Olympic Medal Winners Face a Tax Hit
In his third Olympic Performance, Michael Phelps won a total of six medals: four gold and two silver. His performances in the thirtieth Olympiad is sure to bring big financial awards, but his performances are also going to cost him.
Every American who won a medal in the London Olympics will receive cash rewards from the U.S Olympic Committee. Each gold medal winner will receive $25,000, each silver medal winner will receive $15,000 and each bronze medal winner will receive $10,000 respectively. This means when Michael Phelps returns to the states, he will be collecting a healthy $130,000 from the USOC.
However, Phelps will also be taxed for each medal he received. For each gold medal, Phelps will have to pay the IRS approximately $9,000, for each gold, $5,400 for each silver, and if he would have earned a bronze, $3,500.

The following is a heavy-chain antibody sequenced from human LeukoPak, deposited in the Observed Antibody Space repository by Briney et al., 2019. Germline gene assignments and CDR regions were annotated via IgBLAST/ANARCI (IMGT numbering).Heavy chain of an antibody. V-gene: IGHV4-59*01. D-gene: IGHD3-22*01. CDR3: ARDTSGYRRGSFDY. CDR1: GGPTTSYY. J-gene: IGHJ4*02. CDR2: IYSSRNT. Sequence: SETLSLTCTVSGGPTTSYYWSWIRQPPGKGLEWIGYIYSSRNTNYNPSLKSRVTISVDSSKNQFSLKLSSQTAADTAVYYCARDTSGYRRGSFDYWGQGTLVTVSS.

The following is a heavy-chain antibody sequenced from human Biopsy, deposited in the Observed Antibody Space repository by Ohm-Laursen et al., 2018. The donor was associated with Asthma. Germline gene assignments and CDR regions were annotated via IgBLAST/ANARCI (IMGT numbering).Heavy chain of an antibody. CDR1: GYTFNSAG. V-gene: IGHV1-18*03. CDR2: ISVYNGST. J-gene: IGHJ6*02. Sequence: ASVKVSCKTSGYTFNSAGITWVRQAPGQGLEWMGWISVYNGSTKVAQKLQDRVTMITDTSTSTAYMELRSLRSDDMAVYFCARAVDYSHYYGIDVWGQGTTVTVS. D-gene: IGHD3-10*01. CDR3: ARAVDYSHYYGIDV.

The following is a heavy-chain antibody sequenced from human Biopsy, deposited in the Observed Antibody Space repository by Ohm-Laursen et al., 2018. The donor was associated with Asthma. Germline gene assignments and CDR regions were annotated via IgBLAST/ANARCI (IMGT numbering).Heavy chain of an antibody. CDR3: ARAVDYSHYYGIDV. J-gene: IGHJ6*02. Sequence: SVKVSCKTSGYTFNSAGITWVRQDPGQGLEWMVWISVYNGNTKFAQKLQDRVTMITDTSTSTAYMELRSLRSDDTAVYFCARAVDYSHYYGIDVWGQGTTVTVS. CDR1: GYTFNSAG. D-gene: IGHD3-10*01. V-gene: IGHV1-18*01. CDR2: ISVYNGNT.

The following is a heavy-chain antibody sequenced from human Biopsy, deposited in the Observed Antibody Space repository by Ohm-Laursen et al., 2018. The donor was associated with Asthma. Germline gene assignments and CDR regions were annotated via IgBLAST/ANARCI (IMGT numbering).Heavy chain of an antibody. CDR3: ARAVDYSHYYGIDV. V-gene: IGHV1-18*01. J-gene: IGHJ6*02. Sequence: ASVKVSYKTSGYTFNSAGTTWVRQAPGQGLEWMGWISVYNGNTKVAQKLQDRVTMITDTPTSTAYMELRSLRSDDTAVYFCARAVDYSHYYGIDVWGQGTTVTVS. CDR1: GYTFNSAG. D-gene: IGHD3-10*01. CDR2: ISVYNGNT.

Soon after stories surfaced about U.S. Olympic athletes facing deep financial hardship, some Washington politicians have offered and supported a bill that would offer the athletes a reprieve.
Republican law makers led by Florida Senator Marco Rubio, and Massachusetts Senator Scott Brown introduced a bill named Olympic Tax Exemption Act last week. The bill has already gained the support of President Barack Obama.
“Our young athletes endure years of grueling training and make enormous sacrifices so they can represent our country on the national stage and make us proud. Our thanks should not come in the form of a giant tax bill from the IRS.” Brown said when asked about the bill.
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